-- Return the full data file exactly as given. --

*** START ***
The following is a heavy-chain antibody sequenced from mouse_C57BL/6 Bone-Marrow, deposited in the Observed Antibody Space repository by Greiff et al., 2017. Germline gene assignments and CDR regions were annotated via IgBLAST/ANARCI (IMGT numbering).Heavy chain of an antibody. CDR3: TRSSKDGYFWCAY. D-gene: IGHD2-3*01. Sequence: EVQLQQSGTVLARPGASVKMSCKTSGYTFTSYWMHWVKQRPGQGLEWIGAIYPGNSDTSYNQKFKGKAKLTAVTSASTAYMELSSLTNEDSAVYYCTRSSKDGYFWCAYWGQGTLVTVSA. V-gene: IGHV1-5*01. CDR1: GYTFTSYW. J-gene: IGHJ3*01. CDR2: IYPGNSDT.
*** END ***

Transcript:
The following is a heavy-chain antibody sequenced from mouse_C57BL/6 Bone-Marrow, deposited in the Observed Antibody Space repository by Greiff et al., 2017. Germline gene assignments and CDR regions were annotated via IgBLAST/ANARCI (IMGT numbering).Heavy chain of an antibody. CDR3: TRSSKDGYFWCAY. D-gene: IGHD2-3*01. Sequence: EVQLQQSGTVLARPGASVKMSCKTSGYTFTSYWMHWVKQRPGQGLEWIGAIYPGNSDTSYNQKFKGKAKLTAVTSASTAYMELSSLTNEDSAVYYCTRSSKDGYFWCAYWGQGTLVTVSA. V-gene: IGHV1-5*01. CDR1: GYTFTSYW. J-gene: IGHJ3*01. CDR2: IYPGNSDT.